Publisher Place of Publication Editor  
  Language Summary Language Original Title  
  Series Editor Series Title Abbreviated Series Title  
  Series Volume Series Issue Edition  
  ISSN 0886-7798 ISBN Medium  
  Area Expedition Conference  
  Notes Approved no  
  Call Number GFZ @ kyba @ Serial 2112  
Permanent link to this record
 

 
Author Nehme, P.A.; Amaral, F.; Lowden, A.; Skene, D.J.; Cipolla-Neto, J.; Moreno, C.R.C. url  doi
openurl 
  Title Reduced melatonin synthesis in pregnant night workers: metabolic implications for offspring Type Journal Article
  Year 2019 Publication Medical Hypotheses Abbreviated Journal Medical Hypotheses  
  Volume 132 Issue Pages 109353  
  Keywords Human Health; Pregnancy; Melatonin; Melatonin synthesis; Circadian disruption; shift work  
  Abstract Several novel animal studies have shown that intrauterine metabolic programming can be modified in the event of reduced melatonin synthesis during pregnancy, leading to glucose intolerance and insulin resistance in the offspring. It is therefore postulated that female night workers when pregnant may expose the offspring to unwanted health threats. This may be explained by the fact that melatonin is essential for regulating energy metabolism and can influence reproductive activity. Moreover, the circadian misalignment caused by shift work affects fertility and the fetus, increasing the risk of miscarriage, premature birth and low birth weight, phenomena observed in night workers. Thus, we hypothesize that light-induced melatonin suppression as a result of night work may alter intrauterine metabolic programming in pregnant women, potentially leading to metabolic disorders in their offspring.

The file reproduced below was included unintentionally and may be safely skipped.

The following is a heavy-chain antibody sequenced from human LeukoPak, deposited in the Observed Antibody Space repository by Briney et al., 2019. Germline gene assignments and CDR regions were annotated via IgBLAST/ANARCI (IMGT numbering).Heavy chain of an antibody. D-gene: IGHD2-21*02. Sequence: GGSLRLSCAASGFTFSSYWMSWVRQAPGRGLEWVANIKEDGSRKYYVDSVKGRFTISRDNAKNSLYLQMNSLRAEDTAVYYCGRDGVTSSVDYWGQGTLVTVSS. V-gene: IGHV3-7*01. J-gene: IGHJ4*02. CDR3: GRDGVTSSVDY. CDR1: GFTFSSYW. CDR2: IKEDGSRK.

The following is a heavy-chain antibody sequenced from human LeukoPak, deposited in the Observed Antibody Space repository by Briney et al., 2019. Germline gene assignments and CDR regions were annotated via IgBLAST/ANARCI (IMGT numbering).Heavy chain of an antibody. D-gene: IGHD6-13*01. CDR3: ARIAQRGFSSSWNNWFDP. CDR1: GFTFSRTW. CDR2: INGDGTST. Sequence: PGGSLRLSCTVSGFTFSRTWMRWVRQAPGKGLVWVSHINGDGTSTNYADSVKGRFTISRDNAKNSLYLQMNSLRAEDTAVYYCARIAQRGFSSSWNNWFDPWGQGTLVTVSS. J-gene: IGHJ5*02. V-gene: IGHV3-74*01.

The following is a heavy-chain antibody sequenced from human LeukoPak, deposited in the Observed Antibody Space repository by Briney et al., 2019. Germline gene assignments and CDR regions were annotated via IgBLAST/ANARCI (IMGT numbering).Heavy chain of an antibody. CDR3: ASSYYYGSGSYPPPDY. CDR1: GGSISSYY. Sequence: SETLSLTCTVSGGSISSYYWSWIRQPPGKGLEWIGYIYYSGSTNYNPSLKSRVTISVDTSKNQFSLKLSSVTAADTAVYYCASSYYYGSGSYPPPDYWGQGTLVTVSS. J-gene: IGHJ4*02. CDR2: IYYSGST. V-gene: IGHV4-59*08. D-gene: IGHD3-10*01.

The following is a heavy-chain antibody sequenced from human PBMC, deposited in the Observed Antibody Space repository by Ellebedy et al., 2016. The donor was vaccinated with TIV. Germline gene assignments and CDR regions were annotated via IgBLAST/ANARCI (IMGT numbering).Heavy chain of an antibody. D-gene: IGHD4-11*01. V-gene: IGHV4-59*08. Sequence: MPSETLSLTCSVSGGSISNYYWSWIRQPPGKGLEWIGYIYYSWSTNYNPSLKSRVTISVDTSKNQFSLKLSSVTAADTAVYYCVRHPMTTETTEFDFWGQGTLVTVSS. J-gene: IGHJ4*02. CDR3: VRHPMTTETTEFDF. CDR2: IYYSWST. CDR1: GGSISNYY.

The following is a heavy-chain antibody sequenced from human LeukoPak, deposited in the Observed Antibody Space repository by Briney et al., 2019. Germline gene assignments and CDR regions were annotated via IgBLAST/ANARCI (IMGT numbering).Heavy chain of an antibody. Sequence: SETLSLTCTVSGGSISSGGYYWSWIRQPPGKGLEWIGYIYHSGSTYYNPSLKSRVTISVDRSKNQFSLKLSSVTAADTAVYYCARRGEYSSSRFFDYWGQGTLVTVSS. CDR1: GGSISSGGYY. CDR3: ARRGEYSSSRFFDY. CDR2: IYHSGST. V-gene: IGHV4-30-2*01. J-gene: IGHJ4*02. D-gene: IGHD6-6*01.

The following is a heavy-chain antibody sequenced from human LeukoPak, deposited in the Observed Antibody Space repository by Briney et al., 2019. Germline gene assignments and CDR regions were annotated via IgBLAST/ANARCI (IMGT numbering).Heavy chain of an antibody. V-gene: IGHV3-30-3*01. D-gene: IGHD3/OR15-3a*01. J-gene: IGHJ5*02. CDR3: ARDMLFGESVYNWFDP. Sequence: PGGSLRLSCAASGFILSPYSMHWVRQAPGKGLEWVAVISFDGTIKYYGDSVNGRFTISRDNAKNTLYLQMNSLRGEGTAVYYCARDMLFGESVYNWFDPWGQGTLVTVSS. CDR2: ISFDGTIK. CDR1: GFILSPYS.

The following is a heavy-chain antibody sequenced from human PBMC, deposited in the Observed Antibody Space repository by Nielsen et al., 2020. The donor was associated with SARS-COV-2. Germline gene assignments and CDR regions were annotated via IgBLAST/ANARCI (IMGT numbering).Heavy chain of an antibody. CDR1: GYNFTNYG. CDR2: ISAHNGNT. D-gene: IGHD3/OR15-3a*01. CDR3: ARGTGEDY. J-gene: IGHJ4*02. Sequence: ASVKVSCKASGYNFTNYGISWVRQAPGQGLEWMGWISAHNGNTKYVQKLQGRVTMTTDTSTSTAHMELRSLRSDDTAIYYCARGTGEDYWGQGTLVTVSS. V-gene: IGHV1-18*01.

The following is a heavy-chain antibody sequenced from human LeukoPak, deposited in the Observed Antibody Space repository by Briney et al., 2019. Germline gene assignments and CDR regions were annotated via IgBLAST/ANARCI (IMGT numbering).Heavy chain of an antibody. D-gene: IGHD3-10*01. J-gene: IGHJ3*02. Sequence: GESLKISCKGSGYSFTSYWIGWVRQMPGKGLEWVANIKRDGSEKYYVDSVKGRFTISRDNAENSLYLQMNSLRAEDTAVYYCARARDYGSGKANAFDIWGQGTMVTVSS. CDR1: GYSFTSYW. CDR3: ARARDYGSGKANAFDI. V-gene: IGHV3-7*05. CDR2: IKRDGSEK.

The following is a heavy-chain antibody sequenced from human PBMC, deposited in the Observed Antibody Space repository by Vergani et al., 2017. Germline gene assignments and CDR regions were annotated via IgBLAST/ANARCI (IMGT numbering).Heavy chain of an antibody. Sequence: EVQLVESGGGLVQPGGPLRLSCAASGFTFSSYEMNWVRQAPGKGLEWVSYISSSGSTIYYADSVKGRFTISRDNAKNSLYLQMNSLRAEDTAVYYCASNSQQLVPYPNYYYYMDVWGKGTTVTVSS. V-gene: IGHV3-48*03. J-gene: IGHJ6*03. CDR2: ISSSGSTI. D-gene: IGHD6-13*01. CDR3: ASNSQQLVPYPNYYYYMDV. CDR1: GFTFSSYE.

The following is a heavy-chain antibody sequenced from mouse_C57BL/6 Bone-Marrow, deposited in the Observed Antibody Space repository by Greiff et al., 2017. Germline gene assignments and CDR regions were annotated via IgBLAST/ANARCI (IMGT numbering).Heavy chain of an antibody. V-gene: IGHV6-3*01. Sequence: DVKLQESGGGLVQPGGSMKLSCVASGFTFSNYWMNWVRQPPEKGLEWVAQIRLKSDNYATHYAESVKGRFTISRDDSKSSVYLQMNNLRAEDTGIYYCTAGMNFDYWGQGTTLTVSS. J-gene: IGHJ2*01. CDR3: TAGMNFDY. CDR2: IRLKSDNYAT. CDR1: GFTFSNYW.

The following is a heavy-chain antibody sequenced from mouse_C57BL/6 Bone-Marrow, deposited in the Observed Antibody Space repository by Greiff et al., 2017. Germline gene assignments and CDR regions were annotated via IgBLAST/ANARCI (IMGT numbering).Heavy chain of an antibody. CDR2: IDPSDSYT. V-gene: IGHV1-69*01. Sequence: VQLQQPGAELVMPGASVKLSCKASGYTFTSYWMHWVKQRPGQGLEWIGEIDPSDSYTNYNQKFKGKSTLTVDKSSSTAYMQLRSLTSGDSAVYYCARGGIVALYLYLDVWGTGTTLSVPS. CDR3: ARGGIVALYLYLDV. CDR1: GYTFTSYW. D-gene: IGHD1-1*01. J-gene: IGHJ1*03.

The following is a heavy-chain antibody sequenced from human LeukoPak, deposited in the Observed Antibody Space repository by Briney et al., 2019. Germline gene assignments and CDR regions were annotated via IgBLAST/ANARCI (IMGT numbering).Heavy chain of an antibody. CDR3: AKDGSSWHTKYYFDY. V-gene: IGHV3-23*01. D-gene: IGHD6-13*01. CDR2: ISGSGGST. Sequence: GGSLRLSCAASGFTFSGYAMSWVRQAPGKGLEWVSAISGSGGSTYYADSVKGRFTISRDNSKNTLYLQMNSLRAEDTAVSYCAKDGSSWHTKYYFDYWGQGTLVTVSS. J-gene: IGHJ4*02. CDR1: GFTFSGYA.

Address School of Public Health, University of São Paulo, Brazil  
  Corporate Author Thesis  
  Publisher Elsevier Place of Publication Editor  
  Language English Summary Language English Original Title  
  Series Editor Series Title Abbreviated Series Title